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Bank Melli Expands Mobile Services

Bank Melli Expands Mobile ServicesBank Melli Expands Mobile Services

Bank Melli Iran customers can now transfer money via a mobile app using the recipient’s phone number.

However, the service can only be used if both users – the sender and the receiver – have the mobile app according to Banker news website.

In the new app, after typing in the recipient’s phone number, a list of his/her account numbers appear, which can be chosen to transfer money.

Receiving ones account balance, account billing information, cash transfers, payment of loans and utility bills, mobile phone top-up service, enquiry about checks and their due date and also notifying the bank about lost debit cards can also be done via Bank Melli’s app.

Bank Melli is the first national Iranian bank. It was established in 1927 by a parliamentary order and since then has consistently been one of the most influential Iranian banks. It is now the largest commercial retail bank in Iran and the Middle East with over 3,300 branches and 43,000 employees.

The bank’s financial health has been called into question due to the large amount of toxic debt on its balance sheet. The Central Bank of Iran is pushing Bank Melli along with other state owned banks to offload their non-performing loans (NPLs) from their books to reinvigorate their status.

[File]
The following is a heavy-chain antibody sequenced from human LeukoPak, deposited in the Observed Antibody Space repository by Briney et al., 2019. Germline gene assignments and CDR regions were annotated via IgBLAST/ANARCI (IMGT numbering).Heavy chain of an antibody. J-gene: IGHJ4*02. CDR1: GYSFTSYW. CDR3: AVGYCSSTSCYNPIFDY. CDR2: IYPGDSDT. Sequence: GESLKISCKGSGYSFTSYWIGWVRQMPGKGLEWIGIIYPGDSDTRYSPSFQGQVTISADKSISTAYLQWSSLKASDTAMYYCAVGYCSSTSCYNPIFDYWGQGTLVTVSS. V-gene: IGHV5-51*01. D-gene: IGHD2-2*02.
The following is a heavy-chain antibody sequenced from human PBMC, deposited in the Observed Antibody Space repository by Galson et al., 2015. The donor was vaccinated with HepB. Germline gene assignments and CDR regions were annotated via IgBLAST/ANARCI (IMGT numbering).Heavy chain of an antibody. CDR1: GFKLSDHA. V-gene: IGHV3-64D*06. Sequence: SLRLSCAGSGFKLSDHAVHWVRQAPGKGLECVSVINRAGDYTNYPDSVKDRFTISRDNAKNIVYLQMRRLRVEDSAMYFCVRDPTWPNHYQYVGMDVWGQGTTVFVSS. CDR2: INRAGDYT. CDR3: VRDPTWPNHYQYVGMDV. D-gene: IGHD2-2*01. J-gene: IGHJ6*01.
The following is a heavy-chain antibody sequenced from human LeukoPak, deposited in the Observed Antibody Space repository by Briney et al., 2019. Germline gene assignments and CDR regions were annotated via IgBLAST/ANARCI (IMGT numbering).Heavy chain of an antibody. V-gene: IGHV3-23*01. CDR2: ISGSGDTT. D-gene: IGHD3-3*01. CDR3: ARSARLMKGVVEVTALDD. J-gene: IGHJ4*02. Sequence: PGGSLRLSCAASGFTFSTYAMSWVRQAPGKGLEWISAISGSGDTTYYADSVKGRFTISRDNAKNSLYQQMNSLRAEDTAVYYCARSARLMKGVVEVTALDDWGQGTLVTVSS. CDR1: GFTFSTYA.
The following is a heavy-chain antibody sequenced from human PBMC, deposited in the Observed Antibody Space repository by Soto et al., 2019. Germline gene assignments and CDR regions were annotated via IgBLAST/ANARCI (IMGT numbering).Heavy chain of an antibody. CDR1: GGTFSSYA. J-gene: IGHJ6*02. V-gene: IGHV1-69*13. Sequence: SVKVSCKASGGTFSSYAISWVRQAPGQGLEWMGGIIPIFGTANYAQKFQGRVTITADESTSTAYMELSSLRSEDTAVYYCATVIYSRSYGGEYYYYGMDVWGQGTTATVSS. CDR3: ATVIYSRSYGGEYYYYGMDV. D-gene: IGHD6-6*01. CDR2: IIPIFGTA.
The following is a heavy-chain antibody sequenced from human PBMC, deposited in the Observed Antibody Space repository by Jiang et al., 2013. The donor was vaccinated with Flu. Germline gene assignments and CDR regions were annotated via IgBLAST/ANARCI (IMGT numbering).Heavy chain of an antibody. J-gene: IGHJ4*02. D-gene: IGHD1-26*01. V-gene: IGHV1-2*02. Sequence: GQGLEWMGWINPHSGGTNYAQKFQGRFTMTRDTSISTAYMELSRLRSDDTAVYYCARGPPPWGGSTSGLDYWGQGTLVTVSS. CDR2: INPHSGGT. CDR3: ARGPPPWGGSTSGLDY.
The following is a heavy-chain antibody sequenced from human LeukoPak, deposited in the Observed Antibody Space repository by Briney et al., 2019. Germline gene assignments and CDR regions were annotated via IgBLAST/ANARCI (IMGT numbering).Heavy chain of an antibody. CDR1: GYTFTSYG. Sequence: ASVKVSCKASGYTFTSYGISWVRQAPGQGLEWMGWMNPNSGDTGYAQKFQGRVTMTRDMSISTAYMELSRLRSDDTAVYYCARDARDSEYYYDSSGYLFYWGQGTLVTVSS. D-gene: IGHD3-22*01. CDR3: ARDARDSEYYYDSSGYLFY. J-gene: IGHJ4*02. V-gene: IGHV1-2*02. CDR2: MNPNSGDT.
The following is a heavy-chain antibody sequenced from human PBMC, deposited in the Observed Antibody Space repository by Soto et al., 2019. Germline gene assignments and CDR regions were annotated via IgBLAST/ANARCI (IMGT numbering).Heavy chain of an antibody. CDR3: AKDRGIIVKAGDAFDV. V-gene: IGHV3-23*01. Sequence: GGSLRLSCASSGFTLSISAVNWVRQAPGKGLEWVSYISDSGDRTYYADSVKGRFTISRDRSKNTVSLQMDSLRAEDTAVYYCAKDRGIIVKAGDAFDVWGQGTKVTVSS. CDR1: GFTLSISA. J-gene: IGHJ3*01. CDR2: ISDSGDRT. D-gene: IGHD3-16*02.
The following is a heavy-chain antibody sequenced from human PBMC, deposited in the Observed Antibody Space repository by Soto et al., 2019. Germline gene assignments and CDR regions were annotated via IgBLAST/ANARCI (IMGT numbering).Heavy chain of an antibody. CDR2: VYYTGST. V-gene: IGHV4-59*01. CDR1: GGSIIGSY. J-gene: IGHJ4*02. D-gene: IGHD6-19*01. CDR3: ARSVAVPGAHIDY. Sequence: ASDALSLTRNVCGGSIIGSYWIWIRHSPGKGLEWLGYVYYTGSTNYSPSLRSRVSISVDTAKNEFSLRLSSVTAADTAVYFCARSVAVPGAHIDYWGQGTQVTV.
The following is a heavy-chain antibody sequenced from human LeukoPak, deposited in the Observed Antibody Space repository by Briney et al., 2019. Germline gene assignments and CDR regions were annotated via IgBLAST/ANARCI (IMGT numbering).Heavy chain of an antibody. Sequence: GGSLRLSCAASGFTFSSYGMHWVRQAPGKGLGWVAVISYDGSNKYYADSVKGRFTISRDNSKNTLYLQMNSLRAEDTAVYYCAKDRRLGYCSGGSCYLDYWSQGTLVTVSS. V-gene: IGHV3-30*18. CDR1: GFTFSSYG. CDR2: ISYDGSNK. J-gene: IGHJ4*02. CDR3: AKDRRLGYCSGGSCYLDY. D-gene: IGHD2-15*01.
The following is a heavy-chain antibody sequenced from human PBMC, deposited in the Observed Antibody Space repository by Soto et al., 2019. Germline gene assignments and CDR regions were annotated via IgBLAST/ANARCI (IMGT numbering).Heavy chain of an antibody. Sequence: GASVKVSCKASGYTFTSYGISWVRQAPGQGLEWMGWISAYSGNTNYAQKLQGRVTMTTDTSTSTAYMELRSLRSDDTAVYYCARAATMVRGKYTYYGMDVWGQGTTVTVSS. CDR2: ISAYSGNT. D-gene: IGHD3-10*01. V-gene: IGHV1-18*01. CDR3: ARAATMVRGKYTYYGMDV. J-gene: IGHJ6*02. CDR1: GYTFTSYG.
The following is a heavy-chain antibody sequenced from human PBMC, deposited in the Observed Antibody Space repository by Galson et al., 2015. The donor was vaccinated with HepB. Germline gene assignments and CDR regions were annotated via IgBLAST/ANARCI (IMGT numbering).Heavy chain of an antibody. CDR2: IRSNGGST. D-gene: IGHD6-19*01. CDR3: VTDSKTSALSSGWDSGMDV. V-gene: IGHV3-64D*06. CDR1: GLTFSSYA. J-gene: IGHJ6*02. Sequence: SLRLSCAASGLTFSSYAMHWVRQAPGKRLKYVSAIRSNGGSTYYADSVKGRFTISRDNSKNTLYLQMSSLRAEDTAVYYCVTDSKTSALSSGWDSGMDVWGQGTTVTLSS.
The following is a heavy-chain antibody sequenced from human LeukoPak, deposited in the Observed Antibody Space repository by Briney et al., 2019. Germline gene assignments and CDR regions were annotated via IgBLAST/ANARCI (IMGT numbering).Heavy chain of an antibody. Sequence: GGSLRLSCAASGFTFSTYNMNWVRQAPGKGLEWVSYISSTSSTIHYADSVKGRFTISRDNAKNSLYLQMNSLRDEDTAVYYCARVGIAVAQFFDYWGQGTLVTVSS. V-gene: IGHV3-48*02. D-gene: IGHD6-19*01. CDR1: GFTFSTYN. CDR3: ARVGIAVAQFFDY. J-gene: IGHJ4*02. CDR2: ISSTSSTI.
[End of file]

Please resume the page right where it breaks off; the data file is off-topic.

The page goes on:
The bank handles most of the government’s financial transactions, including but not limited to taxes, fines, utility payments and government employee salary payments.

Due to being state owned, Bank Melli has lagged behind other banks in offering new services including e-banking.

The United States imposed unilateral sanctions against Iranian banks, on Oct. 25, 2007. Bank Melli was included in these sanctions, on the grounds that, besides its other customers, it provided financial services to Iran’s nuclear energy program. In a statement published on Bank Melli’s web site, the bank refuted US allegations and categorically denies that it has ever been involved in any “deceptive banking practices”.

Financialtribune.com